HPIC is pleased to announce that beginning this month, Kenyans who have no access to medical care will be connected with general practitioners after being awarded a $50,000 grant by Stronger Together.
According to the Global Health Workforce Alliance, about one billion people today will never see a health worker in their entire lives. Patients who live in poor, remote communities often have to travel long distances to receive health services. The high cost of transportation, time required to travel to the nearest health facility, and stigma associated with certain diseases make it difficult, if not impossible to access necessary care.
Telemedicine is a new solution to some of these challenges. Telemedicine uses information and communications technology to connect community health workers and patients to skilled health professionals without the need for an in-person visit. With telemedicine, health professionals are able to evaluate, diagnose and provide clinical services to patients remotely via video/audio connections.
Thanks to the $50,000 grant from Stronger Together, HPIC will pilot a telemedicine application in Kenya. Community health workers will be equipped with a tablet and a software app that will allow them and their patients to have a live consultation with a doctor or a nurse at a health facility. With the help of a community health worker and a digital stethoscope, the virtual health provider will be able to do most of what any in-person health professional can. Equipped with the same software, the doctor or the nurse will be able to coach community health workers and advise on the treatment of their patients, helping them manage cases that are beyond their ability, as well as avoiding unnecessary referrals and reducing the burden of travel on patients and families.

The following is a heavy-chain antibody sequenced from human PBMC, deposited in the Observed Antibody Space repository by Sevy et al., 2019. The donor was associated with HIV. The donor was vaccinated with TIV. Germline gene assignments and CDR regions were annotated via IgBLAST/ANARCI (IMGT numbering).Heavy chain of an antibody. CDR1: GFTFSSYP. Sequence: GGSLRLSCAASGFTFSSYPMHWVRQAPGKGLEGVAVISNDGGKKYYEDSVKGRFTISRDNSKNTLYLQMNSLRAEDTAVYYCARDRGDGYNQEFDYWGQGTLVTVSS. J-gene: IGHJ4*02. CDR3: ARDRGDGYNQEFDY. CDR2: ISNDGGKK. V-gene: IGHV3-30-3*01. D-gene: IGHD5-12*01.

The app will incorporate store-and-forward features, live consultations, image management and other features that will bring patients, community health workers and health professionals to a single platform.
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